86

positive "thumb" sign on lateral cervical x-ray?

edematous epiglottis

epiglottitis, prob H. flu type B

87

malignant pustule (painless ulcer w/ black eschar & local edema)

b. anthracis

capsule of D-glutamate

88

what can we expect after replenishing Fe2+ after Fe2+ deficient anemia?

increased hgb 2g/dl per week for 1st 3 weeks

enhanced erythropoesis & accelerated release of both mature RBC and reticulocytes

89

reticulocyte is..

immature RBC. slightly larger & bluer.

lacks nucleus but retains basophillic, reticular, mesh-like network of residual ribosomal RNA.

after wright-giemsa stain

90

rate of reticulocyte in blood stream

will mature into RBC, which will live for 120 days

91

adenomyosis

presence of endometrial glands in the myometrium

present: menorrhagia & dysmenorrhea

92

why is uterus enlarged w/ adenomyosis?

endometrial glands in myometrium

mostly: uterine smooth muscle hypertrophy & hyperplasia in response to ectopic endometrial gland tissue.

93

physical exam of adenomyosis vs. leiomyoma

adenomyosis: uniformly enlarged

leiomyoma: IRREGULARLY enlarged uterus or mass

94

most common gynecological malignancy?

endometrial (adenocarcinoma)

95

size of uterus w/ ectopic pregnancy?

uterus is NOT enlarged, but will

(on biopsy: uterine wall will have decidualized stroma bc hormona changes still occur!

96

a unique tRNA exists for every..

mRNA codon sequence

(though mult diff codon seq might get the same amino acid)

97

t arm of tRNA (thymine, pseudouridine, cytosine)

only RNA sequence w/ thymine

binds to ribosome

'touch' ribosome

98

D arm of tRNA

dihydrouracil residue

helps tRNA recognition by correct aminoacyl tRNA synthetase

'determine' synthetase

99

what codon sequence is on tRNA 3' end

3' -> CCA

'can catch amino acid'

site for amino acid binding

100

carnitine deficiency will result in...

acetoacetate

101

what is carnitine important for..

B-oxidation of fatty acids

take fatty acyl-CoA from cytoplasm into mitochondrial matrix

102

describe fatty acid metabolism

fatty acid --> acyl-CoA
-via acyl-CoA synthetase

carnitine + aceyl-CoA --> acyl-carnitine CoA
-via CAT1

go through mitochondrial membrane

acyl-carnitine CoA --> carnitine + acyl-CoA
-via CAT 2

then B-oxidation w/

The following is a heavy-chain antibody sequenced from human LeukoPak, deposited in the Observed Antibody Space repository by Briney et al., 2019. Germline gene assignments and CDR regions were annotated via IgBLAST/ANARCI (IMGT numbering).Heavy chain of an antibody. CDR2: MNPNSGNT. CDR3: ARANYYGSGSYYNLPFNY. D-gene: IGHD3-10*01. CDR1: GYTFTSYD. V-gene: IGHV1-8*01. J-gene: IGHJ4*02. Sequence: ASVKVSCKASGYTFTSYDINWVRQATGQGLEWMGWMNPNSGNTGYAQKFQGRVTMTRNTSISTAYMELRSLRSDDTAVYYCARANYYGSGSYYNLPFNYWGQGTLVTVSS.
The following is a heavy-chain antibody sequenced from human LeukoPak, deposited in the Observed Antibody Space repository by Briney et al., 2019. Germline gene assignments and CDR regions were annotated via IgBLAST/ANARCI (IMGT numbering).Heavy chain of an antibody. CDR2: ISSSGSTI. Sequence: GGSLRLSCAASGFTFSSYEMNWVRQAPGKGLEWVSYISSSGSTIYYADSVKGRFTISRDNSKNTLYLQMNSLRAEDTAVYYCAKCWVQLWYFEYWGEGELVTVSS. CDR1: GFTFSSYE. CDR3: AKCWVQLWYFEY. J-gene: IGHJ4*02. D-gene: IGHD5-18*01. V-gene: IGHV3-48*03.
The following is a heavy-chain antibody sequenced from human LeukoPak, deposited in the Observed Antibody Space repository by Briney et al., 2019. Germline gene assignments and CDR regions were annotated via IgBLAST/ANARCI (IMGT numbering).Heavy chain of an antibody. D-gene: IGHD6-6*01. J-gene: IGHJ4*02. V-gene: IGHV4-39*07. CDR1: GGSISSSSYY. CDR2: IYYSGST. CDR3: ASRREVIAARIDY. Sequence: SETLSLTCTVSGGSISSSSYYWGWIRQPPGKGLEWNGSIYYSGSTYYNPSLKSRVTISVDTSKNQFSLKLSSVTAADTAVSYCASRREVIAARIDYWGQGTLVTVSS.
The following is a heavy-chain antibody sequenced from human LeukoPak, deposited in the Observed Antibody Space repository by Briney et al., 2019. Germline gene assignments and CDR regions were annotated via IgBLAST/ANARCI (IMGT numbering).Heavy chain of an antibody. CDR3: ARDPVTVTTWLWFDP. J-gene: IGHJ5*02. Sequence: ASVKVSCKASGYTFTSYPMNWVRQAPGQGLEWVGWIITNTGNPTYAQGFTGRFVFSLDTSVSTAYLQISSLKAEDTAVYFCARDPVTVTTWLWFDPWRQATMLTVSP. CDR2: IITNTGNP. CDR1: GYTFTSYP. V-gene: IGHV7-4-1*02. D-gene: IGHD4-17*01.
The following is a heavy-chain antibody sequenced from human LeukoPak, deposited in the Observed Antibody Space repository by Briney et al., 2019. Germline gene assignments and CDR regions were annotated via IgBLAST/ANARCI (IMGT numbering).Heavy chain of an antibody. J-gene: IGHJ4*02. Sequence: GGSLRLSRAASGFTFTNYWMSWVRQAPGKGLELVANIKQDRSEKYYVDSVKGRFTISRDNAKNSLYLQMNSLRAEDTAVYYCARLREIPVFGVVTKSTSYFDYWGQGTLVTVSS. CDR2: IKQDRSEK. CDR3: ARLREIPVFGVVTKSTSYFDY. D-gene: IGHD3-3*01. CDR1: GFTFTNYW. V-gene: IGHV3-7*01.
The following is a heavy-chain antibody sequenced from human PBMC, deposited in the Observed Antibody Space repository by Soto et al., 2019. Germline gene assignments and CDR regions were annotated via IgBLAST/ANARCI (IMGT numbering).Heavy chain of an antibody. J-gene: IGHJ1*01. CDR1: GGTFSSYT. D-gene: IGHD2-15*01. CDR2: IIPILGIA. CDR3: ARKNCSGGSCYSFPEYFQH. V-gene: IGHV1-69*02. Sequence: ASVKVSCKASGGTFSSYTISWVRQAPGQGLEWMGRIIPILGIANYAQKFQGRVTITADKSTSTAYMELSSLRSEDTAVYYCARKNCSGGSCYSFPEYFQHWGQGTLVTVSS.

FADH2 + acyl-CoA dehydrogenase

103

what are CAT 1 and CAT 2

carnitine-acyl transferase 1:
combines carnitine + acyl-CoA to enter mitochondrial membrane

carnitine-acyl transferase 2:
inside mitochondria, releases carnitine + aceyl-CoA

104

describe process of beta-oxidation

like ETC, takes off some e- and moves from FAD/FADH2 and NAD/NADH w/ an ATP synthetase

105

carnitine deficiency
or: myopathic CAT deficiency

unable to bring fatty acid from cell into mitochondria to break down

in skeletal muscle

myoglobinemia
weakness following exercise
hypoketonia

106

MCAD deficiency (medium chain acyl-CoA dehydrogenase

medium chain = 8-10

present:
-fasting hypoglycemia (no energy from b-ox to fuel gluconeogenesis)
-no ketone in blood, see c8-c10 in blood (not enough acetyl-CoA)
- vomitting

peroxisomes will do w-oxidation, will see
- dicarboxylic acids
- & C8-10 in blood

107

link between gluconeogenesis & b-oxidation

need beta-oxidation energy to FUEL gluconeopgenesis!

108

differentiate McArdle from carnitine deficiency?

McArdle: increased glycogen in muscle

carnitine deficiency: increased fatty acid / triglycerides

bc: when play -> epinephrine increase hormone sensitive lipase, increase FA, enter muscle for energy, but can't bind to carnitine --> accumulate!

109

ketogenic amino acids

leucine & lysine

110

major stimulus for ketogenesis in prolonged starvation & diabetic ketoacidosis? in alcoholics?

prolonged starvation: oxaloacetate consumed in gluconeogenesis

alcoholics: oxaloacetate -> malate

both build up acetyl-CoA, which shunts glucose & fatty acids to ketogenesis

111

hexokinase vs. glucokinase

hexokinase all tissue

glucokinase in liver

glucokinase only kicks in when glucose is HIGH

112

2 general pathways for apoptosis

1. intrinsic mitochondrial
2. extrinsic death receptor

113

intrinsic path for apoptosis

- cessation of survival signals/ stress

anti-apoptotic Bcl-2 & Bcl-x in mitochondrial membrane replaced w/ Bak, Bax, Bim

allow for increased mitochondrial permeability

release caspase-activating substances (like cytochrome c)

114

release of cytochrome c from mitochondria..

pro-apoptotic protein, activate caspase for apoptosis

115

2 types of extrinsic apoptosis

1. death receptor on cell surface [TNF-R1 and Fas]
2. immune cell: perforin/granzyme release

116

2 major death receptors

TNF-R1 and Fas (CD95)

117

how does Bcl-2 block apoptosis

Bcl-2 prevents cytochrome c release from mitochondria.

Bcl-2 inhibits Apaf-1. Apaf-1 usu activates caspases.

118

receptor-mediated extrinsic apoptosis

death receptor: [TNF-R1 and Fas]

-receptor cross-link w/ ligand
-form a binding site for FADD (death domain containing adapter protein)
- caspases flock to FADD & activation is induced

119

physiologic example of intrinsic apoptosis

loss of IL-2 stimulation of T cells --> apoptosis

120

physiologic example of extrinsic apoptosis

Fas/Fas-L in thymic medullary negative selection

121

what type of physiologic apoptosis is impt for autoimmunity

Fas/Fas-L

important for negative selection in thymus medulla

122

succinate dehydrogenase

mitochondrial enzyme in ETC.

oxidizing succinate to fumarate & reducing FAD to FADH2.

123

superoxide dismutase

reduce superoxide to hydrogen peroxide

124

TTP vs. HUS

on a spectrum

both have pentad:
- fever, neuro manifestation, acute renal failure, thrombocytopenia, microangiopathic hemolytic anemia.

TTP:
usu adults, more neuro

HUS:
more kids, mostly renal

isolated activation of platelets (usu don't bleed) normal PT, PTT, fibrinogen)

125

syrup of ipecac

emetic treatment.

used immediately after injection of toxin

126

cryoprecipitant contains

factor VIII, factor XIII, vWF, fibrinogen

(good for hemophilia A, vwd, hypofibrinoginemia)

127

side effects of SNRIs (duloxetine and venlafaxine)

high BP

also: stimulant effects, sedation, naseua

128

major side effects of TCA? one's impt for drug intxn?